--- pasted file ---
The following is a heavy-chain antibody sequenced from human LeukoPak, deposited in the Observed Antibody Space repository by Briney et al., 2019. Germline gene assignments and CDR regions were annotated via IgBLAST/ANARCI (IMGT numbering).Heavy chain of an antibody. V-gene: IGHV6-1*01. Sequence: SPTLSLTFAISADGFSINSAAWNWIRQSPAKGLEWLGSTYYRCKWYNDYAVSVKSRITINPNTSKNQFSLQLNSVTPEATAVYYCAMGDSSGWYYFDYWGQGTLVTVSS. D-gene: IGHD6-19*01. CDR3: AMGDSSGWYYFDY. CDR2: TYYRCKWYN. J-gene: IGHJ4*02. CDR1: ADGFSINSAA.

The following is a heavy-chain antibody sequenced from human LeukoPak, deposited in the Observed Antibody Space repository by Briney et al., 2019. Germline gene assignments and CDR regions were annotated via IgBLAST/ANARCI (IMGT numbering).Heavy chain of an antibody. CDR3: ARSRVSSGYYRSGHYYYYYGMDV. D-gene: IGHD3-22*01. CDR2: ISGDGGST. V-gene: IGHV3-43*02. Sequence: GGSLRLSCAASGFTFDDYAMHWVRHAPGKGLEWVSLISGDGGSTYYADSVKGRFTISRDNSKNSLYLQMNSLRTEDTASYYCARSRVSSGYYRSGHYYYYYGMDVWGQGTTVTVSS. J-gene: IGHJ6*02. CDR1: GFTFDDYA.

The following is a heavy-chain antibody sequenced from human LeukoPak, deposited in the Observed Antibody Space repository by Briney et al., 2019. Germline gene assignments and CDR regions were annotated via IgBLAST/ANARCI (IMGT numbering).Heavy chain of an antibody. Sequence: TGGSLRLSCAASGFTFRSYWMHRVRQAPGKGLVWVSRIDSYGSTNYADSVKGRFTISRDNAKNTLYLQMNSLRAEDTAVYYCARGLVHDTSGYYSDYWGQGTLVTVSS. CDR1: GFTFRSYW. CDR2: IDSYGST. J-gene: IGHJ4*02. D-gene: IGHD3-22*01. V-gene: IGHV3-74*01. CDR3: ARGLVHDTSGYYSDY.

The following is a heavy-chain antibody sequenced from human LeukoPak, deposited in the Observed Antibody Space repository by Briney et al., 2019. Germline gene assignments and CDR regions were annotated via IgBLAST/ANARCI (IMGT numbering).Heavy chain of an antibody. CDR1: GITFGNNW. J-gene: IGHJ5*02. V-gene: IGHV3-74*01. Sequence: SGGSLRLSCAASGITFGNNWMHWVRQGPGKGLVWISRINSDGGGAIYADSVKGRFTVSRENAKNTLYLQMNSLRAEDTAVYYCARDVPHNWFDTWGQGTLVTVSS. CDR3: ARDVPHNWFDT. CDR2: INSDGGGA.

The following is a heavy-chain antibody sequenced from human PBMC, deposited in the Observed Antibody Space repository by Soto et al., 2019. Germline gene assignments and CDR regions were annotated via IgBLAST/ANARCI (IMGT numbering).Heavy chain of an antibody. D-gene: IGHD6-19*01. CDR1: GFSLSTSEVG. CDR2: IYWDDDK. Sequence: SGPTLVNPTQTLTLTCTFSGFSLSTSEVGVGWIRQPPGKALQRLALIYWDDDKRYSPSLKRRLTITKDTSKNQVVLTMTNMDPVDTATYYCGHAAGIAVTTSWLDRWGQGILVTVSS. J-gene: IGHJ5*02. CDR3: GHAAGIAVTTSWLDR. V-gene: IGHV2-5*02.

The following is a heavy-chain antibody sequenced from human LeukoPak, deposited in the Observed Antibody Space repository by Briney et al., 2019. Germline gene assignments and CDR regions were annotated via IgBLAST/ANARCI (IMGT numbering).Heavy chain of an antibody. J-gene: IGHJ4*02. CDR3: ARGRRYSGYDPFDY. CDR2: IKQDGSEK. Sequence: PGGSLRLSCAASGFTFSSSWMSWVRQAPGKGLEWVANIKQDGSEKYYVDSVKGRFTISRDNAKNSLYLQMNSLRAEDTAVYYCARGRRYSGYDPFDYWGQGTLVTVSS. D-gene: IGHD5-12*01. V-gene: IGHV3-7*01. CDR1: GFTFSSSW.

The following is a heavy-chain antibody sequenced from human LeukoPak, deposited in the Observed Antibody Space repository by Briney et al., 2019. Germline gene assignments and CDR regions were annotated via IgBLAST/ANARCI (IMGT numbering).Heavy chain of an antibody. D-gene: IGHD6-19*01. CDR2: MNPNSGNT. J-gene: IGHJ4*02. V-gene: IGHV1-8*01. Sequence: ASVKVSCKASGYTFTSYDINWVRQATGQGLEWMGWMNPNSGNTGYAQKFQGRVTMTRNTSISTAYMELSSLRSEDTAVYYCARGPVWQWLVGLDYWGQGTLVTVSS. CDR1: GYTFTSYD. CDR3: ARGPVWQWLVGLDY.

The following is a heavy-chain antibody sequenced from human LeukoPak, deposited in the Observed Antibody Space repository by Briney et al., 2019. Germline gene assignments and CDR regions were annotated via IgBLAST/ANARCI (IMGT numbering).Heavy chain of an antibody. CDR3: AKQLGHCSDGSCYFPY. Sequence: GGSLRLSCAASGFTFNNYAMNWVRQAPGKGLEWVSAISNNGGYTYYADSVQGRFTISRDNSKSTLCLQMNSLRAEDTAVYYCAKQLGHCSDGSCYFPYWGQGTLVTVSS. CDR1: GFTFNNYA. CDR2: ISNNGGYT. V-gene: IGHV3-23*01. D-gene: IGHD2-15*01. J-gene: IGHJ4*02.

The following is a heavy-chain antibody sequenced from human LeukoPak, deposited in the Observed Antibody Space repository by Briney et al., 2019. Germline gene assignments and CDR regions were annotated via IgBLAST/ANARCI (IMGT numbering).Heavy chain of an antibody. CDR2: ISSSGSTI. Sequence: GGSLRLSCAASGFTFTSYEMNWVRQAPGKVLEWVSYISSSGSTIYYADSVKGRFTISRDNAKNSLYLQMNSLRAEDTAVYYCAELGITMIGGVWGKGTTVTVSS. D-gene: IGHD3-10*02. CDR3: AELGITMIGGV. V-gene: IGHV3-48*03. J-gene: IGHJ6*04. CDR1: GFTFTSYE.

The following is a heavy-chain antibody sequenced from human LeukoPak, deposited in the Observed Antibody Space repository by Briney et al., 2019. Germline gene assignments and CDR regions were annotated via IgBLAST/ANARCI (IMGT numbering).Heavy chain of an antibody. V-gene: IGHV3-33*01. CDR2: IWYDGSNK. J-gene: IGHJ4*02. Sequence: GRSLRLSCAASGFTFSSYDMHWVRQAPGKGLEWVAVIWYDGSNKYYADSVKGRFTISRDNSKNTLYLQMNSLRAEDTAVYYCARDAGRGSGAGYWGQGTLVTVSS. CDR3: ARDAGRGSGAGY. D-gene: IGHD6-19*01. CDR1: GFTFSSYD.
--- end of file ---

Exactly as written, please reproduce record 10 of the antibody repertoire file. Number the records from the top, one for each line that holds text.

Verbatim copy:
The following is a heavy-chain antibody sequenced from human LeukoPak, deposited in the Observed Antibody Space repository by Briney et al., 2019. Germline gene assignments and CDR regions were annotated via IgBLAST/ANARCI (IMGT numbering).Heavy chain of an antibody. V-gene: IGHV3-33*01. CDR2: IWYDGSNK. J-gene: IGHJ4*02. Sequence: GRSLRLSCAASGFTFSSYDMHWVRQAPGKGLEWVAVIWYDGSNKYYADSVKGRFTISRDNSKNTLYLQMNSLRAEDTAVYYCARDAGRGSGAGYWGQGTLVTVSS. CDR3: ARDAGRGSGAGY. D-gene: IGHD6-19*01. CDR1: GFTFSSYD.